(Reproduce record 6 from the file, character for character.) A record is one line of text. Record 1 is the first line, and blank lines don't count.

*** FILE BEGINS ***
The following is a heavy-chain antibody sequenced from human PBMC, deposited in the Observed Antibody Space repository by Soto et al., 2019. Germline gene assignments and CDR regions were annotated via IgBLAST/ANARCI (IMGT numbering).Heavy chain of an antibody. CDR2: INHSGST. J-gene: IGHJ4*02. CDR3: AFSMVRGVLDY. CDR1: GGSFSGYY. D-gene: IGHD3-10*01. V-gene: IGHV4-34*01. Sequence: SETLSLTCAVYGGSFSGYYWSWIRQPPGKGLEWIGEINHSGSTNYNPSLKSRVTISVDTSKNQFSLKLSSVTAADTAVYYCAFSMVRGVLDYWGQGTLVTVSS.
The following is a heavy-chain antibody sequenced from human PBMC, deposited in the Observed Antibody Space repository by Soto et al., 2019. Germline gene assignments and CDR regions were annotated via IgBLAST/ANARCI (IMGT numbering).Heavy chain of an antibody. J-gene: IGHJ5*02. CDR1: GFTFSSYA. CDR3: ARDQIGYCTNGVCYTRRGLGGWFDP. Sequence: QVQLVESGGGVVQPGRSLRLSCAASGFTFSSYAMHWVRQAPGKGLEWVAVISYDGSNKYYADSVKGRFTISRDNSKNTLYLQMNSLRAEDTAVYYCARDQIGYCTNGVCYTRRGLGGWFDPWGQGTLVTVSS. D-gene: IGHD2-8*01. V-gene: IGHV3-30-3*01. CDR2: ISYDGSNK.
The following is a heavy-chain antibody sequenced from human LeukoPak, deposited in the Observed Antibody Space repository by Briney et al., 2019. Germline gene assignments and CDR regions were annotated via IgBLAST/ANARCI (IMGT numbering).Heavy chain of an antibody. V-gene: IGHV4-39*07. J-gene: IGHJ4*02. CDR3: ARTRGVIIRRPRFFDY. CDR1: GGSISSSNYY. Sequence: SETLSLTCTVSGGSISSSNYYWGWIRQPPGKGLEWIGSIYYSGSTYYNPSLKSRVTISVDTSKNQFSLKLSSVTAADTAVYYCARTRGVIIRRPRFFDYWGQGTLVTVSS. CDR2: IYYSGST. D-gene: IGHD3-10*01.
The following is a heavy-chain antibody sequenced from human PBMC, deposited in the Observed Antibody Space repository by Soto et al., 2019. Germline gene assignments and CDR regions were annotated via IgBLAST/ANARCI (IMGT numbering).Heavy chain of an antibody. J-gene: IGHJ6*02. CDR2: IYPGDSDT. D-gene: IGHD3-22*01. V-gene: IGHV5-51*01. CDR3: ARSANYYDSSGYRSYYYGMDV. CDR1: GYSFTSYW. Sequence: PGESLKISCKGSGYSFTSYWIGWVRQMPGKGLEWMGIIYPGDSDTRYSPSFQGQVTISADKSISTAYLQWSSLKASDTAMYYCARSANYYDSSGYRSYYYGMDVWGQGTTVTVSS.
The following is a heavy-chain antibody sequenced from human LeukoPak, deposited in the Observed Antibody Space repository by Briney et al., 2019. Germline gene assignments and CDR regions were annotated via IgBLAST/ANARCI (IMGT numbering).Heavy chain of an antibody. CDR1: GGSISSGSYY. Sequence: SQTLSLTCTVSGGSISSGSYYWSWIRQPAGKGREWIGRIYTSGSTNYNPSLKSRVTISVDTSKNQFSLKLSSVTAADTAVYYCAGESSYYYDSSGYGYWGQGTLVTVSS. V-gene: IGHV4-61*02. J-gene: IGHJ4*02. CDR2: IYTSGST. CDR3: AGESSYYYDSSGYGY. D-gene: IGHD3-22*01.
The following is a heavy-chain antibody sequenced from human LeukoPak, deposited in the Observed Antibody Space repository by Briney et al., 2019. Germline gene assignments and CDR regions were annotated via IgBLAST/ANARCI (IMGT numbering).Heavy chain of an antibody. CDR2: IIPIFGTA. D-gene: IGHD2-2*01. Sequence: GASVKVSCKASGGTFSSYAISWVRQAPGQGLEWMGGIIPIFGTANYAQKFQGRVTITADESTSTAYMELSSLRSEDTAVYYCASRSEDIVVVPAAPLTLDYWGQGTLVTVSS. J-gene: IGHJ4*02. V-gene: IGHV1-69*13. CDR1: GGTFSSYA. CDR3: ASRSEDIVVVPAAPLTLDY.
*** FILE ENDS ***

The following is a heavy-chain antibody sequenced from human LeukoPak, deposited in the Observed Antibody Space repository by Briney et al., 2019. Germline gene assignments and CDR regions were annotated via IgBLAST/ANARCI (IMGT numbering).Heavy chain of an antibody. CDR2: IIPIFGTA. D-gene: IGHD2-2*01. Sequence: GASVKVSCKASGGTFSSYAISWVRQAPGQGLEWMGGIIPIFGTANYAQKFQGRVTITADESTSTAYMELSSLRSEDTAVYYCASRSEDIVVVPAAPLTLDYWGQGTLVTVSS. J-gene: IGHJ4*02. V-gene: IGHV1-69*13. CDR1: GGTFSSYA. CDR3: ASRSEDIVVVPAAPLTLDY.